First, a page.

New Zealand Journal of Ecology (2022) 46(3): 3492

A field test of the anaesthetics, surgical methods and radio-transmitters required for producing Judas pigs for an eradication programme

Research Article
Kate McInnes 1*
Micah A. Jenson 2
Inga Bolt 3
Pauline Howard 4
Sam P. Lee 5
Norm L. Macdonald 6
Finlay S. Cox 7
  1. Department of Conservation, PO Box 10420, Wellington 6143, New Zealand
  2. Wild Vet Care, PO Box 219, Thames 3540, New Zealand
  3. Department of Conservation, PO Box 50, Haast 7844, New Zealand
  4. South Island Wildlife Hospital, 60 Hussey Road, Northwood, Christchurch 8051, New Zealand
  5. Northern Southland Vets, 105 Berwick Street, Riversdale 9776, New Zealand
  6. Department of Conservation, PO Box 29, Te Anau 9640, New Zealand
  7. Department of Conservation, PO Box 743, Invercargill 9840, New Zealand
*  Corresponding author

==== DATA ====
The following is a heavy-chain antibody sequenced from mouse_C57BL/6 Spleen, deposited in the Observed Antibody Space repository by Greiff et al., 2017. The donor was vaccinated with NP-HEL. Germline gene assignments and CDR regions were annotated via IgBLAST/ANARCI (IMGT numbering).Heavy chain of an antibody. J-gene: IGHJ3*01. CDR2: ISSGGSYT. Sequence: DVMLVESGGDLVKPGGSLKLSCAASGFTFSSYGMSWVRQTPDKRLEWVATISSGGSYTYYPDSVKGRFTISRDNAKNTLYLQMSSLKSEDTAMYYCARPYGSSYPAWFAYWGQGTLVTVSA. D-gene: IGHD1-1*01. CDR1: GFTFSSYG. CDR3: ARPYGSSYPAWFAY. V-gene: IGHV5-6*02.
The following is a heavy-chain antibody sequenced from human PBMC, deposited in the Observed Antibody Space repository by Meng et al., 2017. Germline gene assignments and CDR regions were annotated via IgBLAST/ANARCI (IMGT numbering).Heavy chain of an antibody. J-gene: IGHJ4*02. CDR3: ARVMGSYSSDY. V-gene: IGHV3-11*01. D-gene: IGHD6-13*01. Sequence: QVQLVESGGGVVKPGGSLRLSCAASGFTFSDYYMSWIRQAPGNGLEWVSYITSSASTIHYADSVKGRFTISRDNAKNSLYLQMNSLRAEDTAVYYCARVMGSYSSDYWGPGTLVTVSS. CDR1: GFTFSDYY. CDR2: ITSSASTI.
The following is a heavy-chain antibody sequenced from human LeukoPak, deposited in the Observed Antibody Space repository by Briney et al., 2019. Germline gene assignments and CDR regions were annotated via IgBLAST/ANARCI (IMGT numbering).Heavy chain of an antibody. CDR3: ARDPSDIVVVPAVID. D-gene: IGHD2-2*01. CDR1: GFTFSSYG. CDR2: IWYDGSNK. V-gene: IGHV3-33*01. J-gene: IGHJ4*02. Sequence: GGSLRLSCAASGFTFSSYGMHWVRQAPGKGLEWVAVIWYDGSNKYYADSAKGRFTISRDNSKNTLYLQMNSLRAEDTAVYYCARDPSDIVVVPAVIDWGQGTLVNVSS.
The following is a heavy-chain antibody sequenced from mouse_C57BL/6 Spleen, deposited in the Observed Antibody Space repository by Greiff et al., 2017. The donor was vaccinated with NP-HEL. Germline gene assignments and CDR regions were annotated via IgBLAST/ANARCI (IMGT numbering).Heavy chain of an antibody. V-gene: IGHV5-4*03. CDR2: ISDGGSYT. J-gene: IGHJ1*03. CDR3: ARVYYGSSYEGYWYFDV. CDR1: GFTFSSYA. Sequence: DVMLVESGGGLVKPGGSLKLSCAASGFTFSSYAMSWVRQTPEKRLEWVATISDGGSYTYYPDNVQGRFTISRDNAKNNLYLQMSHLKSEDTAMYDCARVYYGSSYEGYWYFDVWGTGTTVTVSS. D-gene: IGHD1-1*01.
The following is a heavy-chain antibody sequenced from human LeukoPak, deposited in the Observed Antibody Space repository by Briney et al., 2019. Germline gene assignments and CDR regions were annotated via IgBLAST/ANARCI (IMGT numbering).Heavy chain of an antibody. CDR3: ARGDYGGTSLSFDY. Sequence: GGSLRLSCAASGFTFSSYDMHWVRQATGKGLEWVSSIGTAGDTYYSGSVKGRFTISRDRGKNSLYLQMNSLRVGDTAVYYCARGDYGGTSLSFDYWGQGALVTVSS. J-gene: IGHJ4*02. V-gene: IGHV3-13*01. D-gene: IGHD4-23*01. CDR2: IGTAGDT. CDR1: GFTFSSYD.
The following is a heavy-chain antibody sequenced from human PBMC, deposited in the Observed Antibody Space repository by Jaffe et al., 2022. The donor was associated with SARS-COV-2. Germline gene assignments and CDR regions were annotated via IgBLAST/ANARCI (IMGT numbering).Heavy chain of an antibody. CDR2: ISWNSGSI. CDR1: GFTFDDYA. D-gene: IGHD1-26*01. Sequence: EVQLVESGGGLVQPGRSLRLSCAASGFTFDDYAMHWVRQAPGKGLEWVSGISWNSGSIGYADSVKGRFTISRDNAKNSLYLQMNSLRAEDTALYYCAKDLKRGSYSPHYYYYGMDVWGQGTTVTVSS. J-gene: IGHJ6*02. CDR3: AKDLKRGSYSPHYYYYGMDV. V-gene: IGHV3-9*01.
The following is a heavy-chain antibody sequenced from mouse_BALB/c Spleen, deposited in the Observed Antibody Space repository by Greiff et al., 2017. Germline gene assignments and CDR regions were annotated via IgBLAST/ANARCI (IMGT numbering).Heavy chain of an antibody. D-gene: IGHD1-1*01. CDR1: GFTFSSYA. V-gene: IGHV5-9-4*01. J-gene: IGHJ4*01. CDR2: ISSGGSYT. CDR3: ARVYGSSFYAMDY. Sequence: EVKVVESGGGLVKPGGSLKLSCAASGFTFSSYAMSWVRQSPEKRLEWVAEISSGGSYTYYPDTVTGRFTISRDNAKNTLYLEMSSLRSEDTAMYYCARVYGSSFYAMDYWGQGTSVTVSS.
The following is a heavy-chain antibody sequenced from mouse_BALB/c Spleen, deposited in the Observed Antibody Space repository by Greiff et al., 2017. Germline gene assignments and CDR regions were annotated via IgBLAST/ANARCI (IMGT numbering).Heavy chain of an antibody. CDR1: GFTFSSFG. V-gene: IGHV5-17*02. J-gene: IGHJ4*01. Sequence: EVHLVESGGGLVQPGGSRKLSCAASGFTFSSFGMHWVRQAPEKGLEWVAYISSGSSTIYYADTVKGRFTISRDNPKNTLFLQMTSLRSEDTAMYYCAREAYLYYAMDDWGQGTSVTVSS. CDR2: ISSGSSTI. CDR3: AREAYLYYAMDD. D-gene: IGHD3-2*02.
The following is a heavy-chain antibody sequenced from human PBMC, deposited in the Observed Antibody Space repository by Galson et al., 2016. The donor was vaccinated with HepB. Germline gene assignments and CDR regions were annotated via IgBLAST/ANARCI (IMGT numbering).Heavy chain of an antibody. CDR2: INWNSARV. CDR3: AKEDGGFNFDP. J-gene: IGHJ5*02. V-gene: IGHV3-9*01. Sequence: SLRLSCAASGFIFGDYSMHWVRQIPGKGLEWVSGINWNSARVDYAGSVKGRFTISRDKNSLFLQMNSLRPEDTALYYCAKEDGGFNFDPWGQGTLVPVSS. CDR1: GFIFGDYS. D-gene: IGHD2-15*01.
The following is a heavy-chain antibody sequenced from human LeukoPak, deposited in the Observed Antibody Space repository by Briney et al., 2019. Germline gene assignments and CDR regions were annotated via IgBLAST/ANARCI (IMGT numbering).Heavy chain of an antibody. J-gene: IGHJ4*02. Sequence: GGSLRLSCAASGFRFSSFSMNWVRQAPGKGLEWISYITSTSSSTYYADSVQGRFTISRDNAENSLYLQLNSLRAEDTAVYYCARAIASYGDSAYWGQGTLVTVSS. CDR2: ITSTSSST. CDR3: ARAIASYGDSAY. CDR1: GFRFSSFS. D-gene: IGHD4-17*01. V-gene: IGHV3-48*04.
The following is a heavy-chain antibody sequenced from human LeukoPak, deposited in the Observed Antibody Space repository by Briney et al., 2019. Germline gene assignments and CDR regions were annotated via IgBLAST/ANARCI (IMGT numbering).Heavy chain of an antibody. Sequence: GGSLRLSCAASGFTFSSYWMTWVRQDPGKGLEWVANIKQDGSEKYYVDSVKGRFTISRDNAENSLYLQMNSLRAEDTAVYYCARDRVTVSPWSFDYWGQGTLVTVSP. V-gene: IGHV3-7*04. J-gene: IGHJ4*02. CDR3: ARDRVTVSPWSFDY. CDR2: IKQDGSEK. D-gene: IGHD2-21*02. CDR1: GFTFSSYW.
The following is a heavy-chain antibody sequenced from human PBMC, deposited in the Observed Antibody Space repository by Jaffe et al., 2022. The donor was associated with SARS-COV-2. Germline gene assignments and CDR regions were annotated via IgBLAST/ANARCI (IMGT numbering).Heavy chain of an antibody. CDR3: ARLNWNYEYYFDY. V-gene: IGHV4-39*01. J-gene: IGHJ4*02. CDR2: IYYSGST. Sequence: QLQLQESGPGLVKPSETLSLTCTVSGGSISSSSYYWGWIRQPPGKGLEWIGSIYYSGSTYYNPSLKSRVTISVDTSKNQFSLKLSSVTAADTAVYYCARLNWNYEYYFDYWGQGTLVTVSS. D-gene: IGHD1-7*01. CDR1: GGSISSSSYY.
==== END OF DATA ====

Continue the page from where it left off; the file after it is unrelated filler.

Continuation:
Judas pigs (Sus scrofa) will be integral to the success of the proposed Auckland Island (45 891 ha) pig eradication. Judas pigs must be permanently unable to breed and reliably retain a radio-transmitter to enable tracking and retrieval. This study tested the techniques and practical requirements to undertake the procedures required to produce a Judas pig in a remote location. Four adult female wild pigs were captured using a netgun from a helicopter and processed at a base site in the field. They were anaesthetised using intramuscular injection of one of two anaesthetic protocols (Zoletil™, ketamine and xylazine; or medetomidine, ketamine and butorphanol). Surgical sterilisation consisted of tubal ligation and resection via a ventral midline incision. Pigs received either a subcutaneous or intra-abdominal implanted radio-transmitter and had a radio-collar and radioear tag attached. The anaesthetic was reversed prior to release close to the capture location. Radio-tracking at 10 and 104 days showed all pigs had survived and radio-tracking was effective using all the transmitter types. Pigs were humanely dispatched and necropsied on day 104. No adverse events were detected from the surgeries or radio-transmitters. All transmitter types except one subcutaneous transmitter model were shown to be secure and had an effective radio range for a Judas pig programme. Pig growth rates implicate a limited humane collaring period and ear transmitters may be at greater risk of transmitter loss. Implantable intra-abdominal radio transmitters provide the most security, but multiple transmitters are advised. Surgical sterilisation by tubal ligation and resection under general anaesthesia using an intramuscular injection containing medetomidine, butorphanol and ketamine and reversed with atipamezole was shown to be feasible in field conditions.